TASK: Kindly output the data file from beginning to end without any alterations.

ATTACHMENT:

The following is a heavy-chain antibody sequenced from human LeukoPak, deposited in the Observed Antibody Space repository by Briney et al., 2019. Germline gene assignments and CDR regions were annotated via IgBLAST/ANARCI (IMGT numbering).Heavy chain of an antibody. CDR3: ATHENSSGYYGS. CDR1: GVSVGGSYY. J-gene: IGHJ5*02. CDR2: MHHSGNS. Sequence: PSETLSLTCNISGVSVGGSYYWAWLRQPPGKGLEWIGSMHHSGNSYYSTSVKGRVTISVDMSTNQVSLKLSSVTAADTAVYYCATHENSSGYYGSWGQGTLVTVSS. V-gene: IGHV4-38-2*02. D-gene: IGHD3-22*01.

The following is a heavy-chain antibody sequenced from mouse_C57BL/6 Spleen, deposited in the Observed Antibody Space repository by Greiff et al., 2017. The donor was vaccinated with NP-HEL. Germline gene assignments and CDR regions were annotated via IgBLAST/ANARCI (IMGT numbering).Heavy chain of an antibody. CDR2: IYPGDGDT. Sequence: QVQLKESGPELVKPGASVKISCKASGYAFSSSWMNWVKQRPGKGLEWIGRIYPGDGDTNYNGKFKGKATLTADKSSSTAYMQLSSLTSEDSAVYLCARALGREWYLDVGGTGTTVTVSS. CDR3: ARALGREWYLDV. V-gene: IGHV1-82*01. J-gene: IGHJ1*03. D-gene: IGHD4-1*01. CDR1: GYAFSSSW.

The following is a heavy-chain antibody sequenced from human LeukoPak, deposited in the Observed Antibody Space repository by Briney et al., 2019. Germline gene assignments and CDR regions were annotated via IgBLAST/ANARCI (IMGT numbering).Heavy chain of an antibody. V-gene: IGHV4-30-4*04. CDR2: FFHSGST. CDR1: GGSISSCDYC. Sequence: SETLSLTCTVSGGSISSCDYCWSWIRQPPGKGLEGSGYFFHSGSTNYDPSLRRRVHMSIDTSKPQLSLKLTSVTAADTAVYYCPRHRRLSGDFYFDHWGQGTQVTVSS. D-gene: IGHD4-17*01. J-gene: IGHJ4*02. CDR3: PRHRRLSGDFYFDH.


The following is a heavy-chain antibody sequenced from human LeukoPak, deposited in the Observed Antibody Space repository by Briney et al., 2019. Germline gene assignments and CDR regions were annotated via IgBLAST/ANARCI (IMGT numbering).Heavy chain of an antibody. CDR3: ATHENSSGYYGS. CDR1: GVSVGGSYY. J-gene: IGHJ5*02. CDR2: MHHSGNS. Sequence: PSETLSLTCNISGVSVGGSYYWAWLRQPPGKGLEWIGSMHHSGNSYYSTSVKGRVTISVDMSTNQVSLKLSSVTAADTAVYYCATHENSSGYYGSWGQGTLVTVSS. V-gene: IGHV4-38-2*02. D-gene: IGHD3-22*01.

The following is a heavy-chain antibody sequenced from mouse_C57BL/6 Spleen, deposited in the Observed Antibody Space repository by Greiff et al., 2017. The donor was vaccinated with NP-HEL. Germline gene assignments and CDR regions were annotated via IgBLAST/ANARCI (IMGT numbering).Heavy chain of an antibody. CDR2: IYPGDGDT. Sequence: QVQLKESGPELVKPGASVKISCKASGYAFSSSWMNWVKQRPGKGLEWIGRIYPGDGDTNYNGKFKGKATLTADKSSSTAYMQLSSLTSEDSAVYLCARALGREWYLDVGGTGTTVTVSS. CDR3: ARALGREWYLDV. V-gene: IGHV1-82*01. J-gene: IGHJ1*03. D-gene: IGHD4-1*01. CDR1: GYAFSSSW.

The following is a heavy-chain antibody sequenced from human LeukoPak, deposited in the Observed Antibody Space repository by Briney et al., 2019. Germline gene assignments and CDR regions were annotated via IgBLAST/ANARCI (IMGT numbering).Heavy chain of an antibody. V-gene: IGHV4-30-4*04. CDR2: FFHSGST. CDR1: GGSISSCDYC. Sequence: SETLSLTCTVSGGSISSCDYCWSWIRQPPGKGLEGSGYFFHSGSTNYDPSLRRRVHMSIDTSKPQLSLKLTSVTAADTAVYYCPRHRRLSGDFYFDHWGQGTQVTVSS. D-gene: IGHD4-17*01. J-gene: IGHJ4*02. CDR3: PRHRRLSGDFYFDH.